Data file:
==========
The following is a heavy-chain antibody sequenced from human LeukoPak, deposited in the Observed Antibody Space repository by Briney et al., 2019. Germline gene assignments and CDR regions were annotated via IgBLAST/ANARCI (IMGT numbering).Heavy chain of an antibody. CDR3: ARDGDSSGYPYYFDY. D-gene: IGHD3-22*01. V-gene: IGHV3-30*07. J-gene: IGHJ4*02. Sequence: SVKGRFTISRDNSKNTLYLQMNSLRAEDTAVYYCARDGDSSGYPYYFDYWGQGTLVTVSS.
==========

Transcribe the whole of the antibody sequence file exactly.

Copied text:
The following is a heavy-chain antibody sequenced from human LeukoPak, deposited in the Observed Antibody Space repository by Briney et al., 2019. Germline gene assignments and CDR regions were annotated via IgBLAST/ANARCI (IMGT numbering).Heavy chain of an antibody. CDR3: ARDGDSSGYPYYFDY. D-gene: IGHD3-22*01. V-gene: IGHV3-30*07. J-gene: IGHJ4*02. Sequence: SVKGRFTISRDNSKNTLYLQMNSLRAEDTAVYYCARDGDSSGYPYYFDYWGQGTLVTVSS.